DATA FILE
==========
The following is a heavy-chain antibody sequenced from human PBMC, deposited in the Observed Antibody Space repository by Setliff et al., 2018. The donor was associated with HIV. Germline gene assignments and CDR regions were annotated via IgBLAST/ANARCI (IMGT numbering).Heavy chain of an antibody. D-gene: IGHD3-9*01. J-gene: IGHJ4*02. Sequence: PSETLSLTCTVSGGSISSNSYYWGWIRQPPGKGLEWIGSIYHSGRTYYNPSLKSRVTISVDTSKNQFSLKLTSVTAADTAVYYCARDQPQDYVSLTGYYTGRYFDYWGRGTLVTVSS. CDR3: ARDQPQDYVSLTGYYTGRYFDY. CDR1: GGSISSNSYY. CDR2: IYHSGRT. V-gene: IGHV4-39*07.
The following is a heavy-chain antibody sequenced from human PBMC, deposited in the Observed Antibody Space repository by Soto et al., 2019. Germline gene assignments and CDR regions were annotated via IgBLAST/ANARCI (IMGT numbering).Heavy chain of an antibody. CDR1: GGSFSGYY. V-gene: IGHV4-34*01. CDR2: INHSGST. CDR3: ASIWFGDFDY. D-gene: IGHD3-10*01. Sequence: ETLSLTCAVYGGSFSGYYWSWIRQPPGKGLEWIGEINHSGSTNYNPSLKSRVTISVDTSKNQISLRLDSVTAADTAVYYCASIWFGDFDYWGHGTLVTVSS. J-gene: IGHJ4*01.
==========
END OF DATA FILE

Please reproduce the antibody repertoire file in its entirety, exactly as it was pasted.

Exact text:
The following is a heavy-chain antibody sequenced from human PBMC, deposited in the Observed Antibody Space repository by Setliff et al., 2018. The donor was associated with HIV. Germline gene assignments and CDR regions were annotated via IgBLAST/ANARCI (IMGT numbering).Heavy chain of an antibody. D-gene: IGHD3-9*01. J-gene: IGHJ4*02. Sequence: PSETLSLTCTVSGGSISSNSYYWGWIRQPPGKGLEWIGSIYHSGRTYYNPSLKSRVTISVDTSKNQFSLKLTSVTAADTAVYYCARDQPQDYVSLTGYYTGRYFDYWGRGTLVTVSS. CDR3: ARDQPQDYVSLTGYYTGRYFDY. CDR1: GGSISSNSYY. CDR2: IYHSGRT. V-gene: IGHV4-39*07.
The following is a heavy-chain antibody sequenced from human PBMC, deposited in the Observed Antibody Space repository by Soto et al., 2019. Germline gene assignments and CDR regions were annotated via IgBLAST/ANARCI (IMGT numbering).Heavy chain of an antibody. CDR1: GGSFSGYY. V-gene: IGHV4-34*01. CDR2: INHSGST. CDR3: ASIWFGDFDY. D-gene: IGHD3-10*01. Sequence: ETLSLTCAVYGGSFSGYYWSWIRQPPGKGLEWIGEINHSGSTNYNPSLKSRVTISVDTSKNQISLRLDSVTAADTAVYYCASIWFGDFDYWGHGTLVTVSS. J-gene: IGHJ4*01.